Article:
One of the challenges of treating retirement as a process rather than an event is finding a balance between work and other interests. As part of my research it was suggested I speak to Willie Young, a leading lawyer and former football referee.
A sports journalist said: "Willie, the lucky fellow, is always on the golf course." Young admits that while he now manages to fit in a satisfyingly substantial number of rounds of the royal and ancient game, he has not entirely retreated to the golf course. Or the golf courses, as he is a member at East Renfrewshire, Prestwick St Nicholas, and Glasgow Gailes.
He says: "What I have been able to do is change the emphasis of my working life." For many years he was managing partner in the busy law practice of Brechin Tindal Oatts. He was able to fashion a parallel career on the football park as a referee with the SFA. "I couldn't have had the time to have so much fun getting dog's abuse on the football park without the support and consideration of my work colleagues. When I stopped refereeing in 2005 at the age of 50, I wanted to maintain my interest in sport. So I stood down as managing partner and became part-time chairman of the law firm."
Young is now on the SFA referees committee and works as an observer in Scotland and with Uefa. He also coaches up-and-coming referees. While much of his time is devoted to public speaking engagements and charity work, Young admits he does not lack the opportunity to swing a golf club.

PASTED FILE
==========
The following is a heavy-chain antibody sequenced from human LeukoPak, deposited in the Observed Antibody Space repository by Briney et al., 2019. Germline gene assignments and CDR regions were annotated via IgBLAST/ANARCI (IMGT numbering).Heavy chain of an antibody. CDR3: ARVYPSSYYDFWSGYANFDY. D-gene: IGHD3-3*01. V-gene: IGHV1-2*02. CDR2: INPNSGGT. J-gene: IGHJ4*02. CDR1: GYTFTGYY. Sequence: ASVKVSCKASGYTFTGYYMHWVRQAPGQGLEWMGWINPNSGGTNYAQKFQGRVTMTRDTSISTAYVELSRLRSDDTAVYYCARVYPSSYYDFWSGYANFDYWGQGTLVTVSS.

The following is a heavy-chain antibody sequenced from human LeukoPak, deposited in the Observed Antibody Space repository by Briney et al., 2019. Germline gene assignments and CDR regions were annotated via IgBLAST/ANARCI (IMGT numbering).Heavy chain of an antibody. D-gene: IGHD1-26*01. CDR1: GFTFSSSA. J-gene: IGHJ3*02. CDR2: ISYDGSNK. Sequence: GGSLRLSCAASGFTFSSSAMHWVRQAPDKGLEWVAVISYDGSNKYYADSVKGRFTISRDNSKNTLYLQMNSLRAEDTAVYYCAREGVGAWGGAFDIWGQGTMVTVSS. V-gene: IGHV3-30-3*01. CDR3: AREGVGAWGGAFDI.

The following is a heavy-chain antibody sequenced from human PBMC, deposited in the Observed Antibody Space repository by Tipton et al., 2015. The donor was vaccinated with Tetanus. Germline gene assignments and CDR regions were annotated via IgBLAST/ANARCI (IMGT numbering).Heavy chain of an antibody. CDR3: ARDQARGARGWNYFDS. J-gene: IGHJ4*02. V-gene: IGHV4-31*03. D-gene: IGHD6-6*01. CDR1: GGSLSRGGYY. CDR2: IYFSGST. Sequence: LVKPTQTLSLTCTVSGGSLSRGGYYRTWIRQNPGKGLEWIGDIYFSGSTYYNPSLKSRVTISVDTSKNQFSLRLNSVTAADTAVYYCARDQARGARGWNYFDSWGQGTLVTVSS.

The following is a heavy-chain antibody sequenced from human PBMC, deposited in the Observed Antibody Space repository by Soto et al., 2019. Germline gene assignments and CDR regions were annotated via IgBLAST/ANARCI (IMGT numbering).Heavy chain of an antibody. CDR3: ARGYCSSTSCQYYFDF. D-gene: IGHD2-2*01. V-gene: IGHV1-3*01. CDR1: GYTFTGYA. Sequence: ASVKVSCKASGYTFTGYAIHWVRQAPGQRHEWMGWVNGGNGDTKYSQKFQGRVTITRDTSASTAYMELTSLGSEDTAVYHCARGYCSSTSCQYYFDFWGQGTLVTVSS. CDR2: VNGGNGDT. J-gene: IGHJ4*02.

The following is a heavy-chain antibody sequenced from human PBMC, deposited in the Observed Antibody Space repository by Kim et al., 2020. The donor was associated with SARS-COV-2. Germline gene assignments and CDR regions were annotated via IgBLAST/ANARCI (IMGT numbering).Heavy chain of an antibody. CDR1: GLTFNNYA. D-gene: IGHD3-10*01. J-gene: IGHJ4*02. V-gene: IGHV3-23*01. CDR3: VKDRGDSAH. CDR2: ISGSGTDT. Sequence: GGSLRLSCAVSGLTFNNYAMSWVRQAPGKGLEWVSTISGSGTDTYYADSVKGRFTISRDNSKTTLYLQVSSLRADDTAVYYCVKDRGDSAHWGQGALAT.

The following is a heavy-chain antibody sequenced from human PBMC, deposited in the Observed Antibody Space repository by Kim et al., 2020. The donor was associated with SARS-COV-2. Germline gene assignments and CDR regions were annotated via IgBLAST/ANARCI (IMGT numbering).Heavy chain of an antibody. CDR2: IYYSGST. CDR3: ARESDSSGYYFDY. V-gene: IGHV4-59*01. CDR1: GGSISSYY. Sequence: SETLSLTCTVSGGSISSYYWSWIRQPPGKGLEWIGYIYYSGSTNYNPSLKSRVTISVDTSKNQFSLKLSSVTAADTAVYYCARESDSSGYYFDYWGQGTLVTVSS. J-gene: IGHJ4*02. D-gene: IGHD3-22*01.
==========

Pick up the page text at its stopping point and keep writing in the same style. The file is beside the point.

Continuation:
The main thing is not to waste the precious years of retirement. Jimmy McGuire took a deal at the age of 57 and quit as principal art teacher in a Glasgow school. He has gone back into education and is now a student of what he describes as the intricacies of the Cremonese art of violin-making.
McGuire, a fixture on the Scottish traditional music scene, said: "I had always wanted to make my own fiddle so for the past two years I have been on a stringed instrument-making course at Anniesland College. I set out to make a Stradivari but the process of making a violin is quite unforgiving and with a few technical deviations on the way what I have made is more of a McGuiriari."
Working with wood has been the perfect antidote to the pressure of the modern education system. He says: "I never lost my enthusiasm for teaching, for creating interesting lessons, and working with kids to see them achieve good results. But as a principal teacher I found it had become difficult to protect my staff from a crumbling disciplinary system."
Increasing bureaucracy left him with less time in the classroom and when the opportunity arose, he clambered aboard one of the last helicopters out of teaching and into retirement.
"My health has improved," he says. "The blood pressure is way down. The main stress will be at the end of term when a professional musician comes into college to test the violin I have made."